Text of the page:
On Tuesday, April 5, 2022, at about 2:00 pm, Prescott Valley Police Department was notified of a rental scam. The victim reported he found a home to rent online. He reviewed all the online information and decided the home was a perfect fit for his needs.
The rental appeared to be a great deal at a great price. He put down a $1900 deposit via a wire transfer. After sending the money, he drove by the home and saw a family moving into the same home. At that moment he knew he had been scammed.
Recently, there have been other reports of rental scams in the Prescott Valley area. As prices increase and more people move to our area, residents should be aware that these frauds may increase due to the demand for reasonably priced housing. At the recent presentation by the Arizona Attorney General’s Office at the VFW Post 10227, the presenter emphasized, “If it is too good to be true, it probably is.”
The Federal Trade Commission offers the following tips to avoid a rental scam:
- Do an online search of the rental company. Enter its name plus words like “review,” “complaint” or “scam.” If you find bad reviews, you may want to look elsewhere.
- Got a good vibe? Rental home listings may appear in several places, including rental company websites and online listing services like Zillow, Trulia, or Craigslist. If you see a rental company’s listing on one of those online listing services, do a search of the home’s address to make sure it appears on the rental company’s website. If it doesn’t, it may be a scam.
- Compare prices. Is the rent a lot less than comparable rentals? That could be a red flag.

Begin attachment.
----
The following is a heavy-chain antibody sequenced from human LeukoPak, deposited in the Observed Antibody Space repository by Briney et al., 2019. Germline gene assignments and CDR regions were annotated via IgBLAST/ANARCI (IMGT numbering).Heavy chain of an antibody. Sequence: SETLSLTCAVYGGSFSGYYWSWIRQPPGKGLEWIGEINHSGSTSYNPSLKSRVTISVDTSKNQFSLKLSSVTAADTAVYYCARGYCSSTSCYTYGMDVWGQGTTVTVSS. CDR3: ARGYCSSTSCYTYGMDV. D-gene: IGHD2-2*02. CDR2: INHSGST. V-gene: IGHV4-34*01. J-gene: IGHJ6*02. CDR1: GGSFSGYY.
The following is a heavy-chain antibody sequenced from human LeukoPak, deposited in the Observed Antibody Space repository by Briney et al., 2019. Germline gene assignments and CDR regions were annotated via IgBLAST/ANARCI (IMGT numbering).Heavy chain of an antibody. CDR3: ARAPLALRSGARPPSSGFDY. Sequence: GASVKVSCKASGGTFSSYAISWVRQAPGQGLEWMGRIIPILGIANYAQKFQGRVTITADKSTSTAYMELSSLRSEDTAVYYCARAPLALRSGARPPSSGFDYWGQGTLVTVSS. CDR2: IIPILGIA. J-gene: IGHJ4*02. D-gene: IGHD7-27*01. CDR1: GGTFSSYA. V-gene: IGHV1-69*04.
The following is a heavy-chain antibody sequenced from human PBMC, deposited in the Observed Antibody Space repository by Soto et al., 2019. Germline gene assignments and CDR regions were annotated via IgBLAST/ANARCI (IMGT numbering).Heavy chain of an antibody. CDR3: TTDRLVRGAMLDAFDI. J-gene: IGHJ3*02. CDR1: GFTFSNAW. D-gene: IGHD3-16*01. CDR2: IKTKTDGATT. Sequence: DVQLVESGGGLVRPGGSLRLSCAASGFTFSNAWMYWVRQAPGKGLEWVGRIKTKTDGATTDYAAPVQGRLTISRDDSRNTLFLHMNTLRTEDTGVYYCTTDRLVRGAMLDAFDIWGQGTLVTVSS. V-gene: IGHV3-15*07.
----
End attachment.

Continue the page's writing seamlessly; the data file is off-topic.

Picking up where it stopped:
- Take a tour. Ask for identification. Rental agents should have photo ID badges issued by the company that owns or manages the property.
- Nothing sketchy yet? Apply through the rental company, licensed real estate professional, or listings website.
- Before you sign a lease, look for signs at the rental with the name of the property owner or manager. Call that company before making a deal with anyone.
- Never pay with cash, wire transfers or gift cards. If anyone tells you to pay this way, it’s a sure sign of a scam. Wiring money is like sending cash — once you send it, you have no way to get it back. As for gift cards, they’re for gifts, NOT for payments.
The Federal Trade Commission reports that billions of dollars are lost every year to scams in all sorts of forms. You can get more information on scams and frauds by visiting the Federal Trade Commission website and subscribing to Consumer Alerts.
Prescott Valley Police Department can be contacted at (928) 772-9267 for non-emergencies, 911 for emergencies. Yavapai Silent witness is 1-800-932-3232. IF YOU SEE SOMETHING, SAY SOMETHING!